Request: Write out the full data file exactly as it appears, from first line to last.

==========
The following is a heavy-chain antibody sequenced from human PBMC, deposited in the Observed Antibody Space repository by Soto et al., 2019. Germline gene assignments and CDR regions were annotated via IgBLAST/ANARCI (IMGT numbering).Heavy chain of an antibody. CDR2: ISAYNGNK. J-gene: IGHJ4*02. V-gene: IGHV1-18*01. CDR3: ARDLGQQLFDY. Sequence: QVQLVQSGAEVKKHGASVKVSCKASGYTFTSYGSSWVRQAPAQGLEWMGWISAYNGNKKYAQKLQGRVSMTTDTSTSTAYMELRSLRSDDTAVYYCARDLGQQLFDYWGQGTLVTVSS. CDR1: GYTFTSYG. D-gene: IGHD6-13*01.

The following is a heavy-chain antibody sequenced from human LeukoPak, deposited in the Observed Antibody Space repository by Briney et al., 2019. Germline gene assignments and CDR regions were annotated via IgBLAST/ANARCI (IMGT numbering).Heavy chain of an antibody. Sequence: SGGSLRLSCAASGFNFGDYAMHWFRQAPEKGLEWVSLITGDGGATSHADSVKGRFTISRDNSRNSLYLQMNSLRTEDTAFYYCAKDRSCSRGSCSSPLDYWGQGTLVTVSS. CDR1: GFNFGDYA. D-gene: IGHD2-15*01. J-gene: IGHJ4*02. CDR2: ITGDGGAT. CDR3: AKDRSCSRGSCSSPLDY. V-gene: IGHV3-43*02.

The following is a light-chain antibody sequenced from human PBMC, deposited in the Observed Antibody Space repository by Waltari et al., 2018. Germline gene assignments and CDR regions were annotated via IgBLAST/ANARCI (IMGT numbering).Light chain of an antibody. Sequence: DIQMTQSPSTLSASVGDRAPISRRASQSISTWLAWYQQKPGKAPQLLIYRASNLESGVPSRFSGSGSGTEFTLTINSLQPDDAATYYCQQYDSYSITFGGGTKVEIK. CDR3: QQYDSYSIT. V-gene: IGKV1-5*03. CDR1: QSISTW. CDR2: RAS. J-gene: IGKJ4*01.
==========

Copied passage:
The following is a heavy-chain antibody sequenced from human PBMC, deposited in the Observed Antibody Space repository by Soto et al., 2019. Germline gene assignments and CDR regions were annotated via IgBLAST/ANARCI (IMGT numbering).Heavy chain of an antibody. CDR2: ISAYNGNK. J-gene: IGHJ4*02. V-gene: IGHV1-18*01. CDR3: ARDLGQQLFDY. Sequence: QVQLVQSGAEVKKHGASVKVSCKASGYTFTSYGSSWVRQAPAQGLEWMGWISAYNGNKKYAQKLQGRVSMTTDTSTSTAYMELRSLRSDDTAVYYCARDLGQQLFDYWGQGTLVTVSS. CDR1: GYTFTSYG. D-gene: IGHD6-13*01.

The following is a heavy-chain antibody sequenced from human LeukoPak, deposited in the Observed Antibody Space repository by Briney et al., 2019. Germline gene assignments and CDR regions were annotated via IgBLAST/ANARCI (IMGT numbering).Heavy chain of an antibody. Sequence: SGGSLRLSCAASGFNFGDYAMHWFRQAPEKGLEWVSLITGDGGATSHADSVKGRFTISRDNSRNSLYLQMNSLRTEDTAFYYCAKDRSCSRGSCSSPLDYWGQGTLVTVSS. CDR1: GFNFGDYA. D-gene: IGHD2-15*01. J-gene: IGHJ4*02. CDR2: ITGDGGAT. CDR3: AKDRSCSRGSCSSPLDY. V-gene: IGHV3-43*02.

The following is a light-chain antibody sequenced from human PBMC, deposited in the Observed Antibody Space repository by Waltari et al., 2018. Germline gene assignments and CDR regions were annotated via IgBLAST/ANARCI (IMGT numbering).Light chain of an antibody. Sequence: DIQMTQSPSTLSASVGDRAPISRRASQSISTWLAWYQQKPGKAPQLLIYRASNLESGVPSRFSGSGSGTEFTLTINSLQPDDAATYYCQQYDSYSITFGGGTKVEIK. CDR3: QQYDSYSIT. V-gene: IGKV1-5*03. CDR1: QSISTW. CDR2: RAS. J-gene: IGKJ4*01.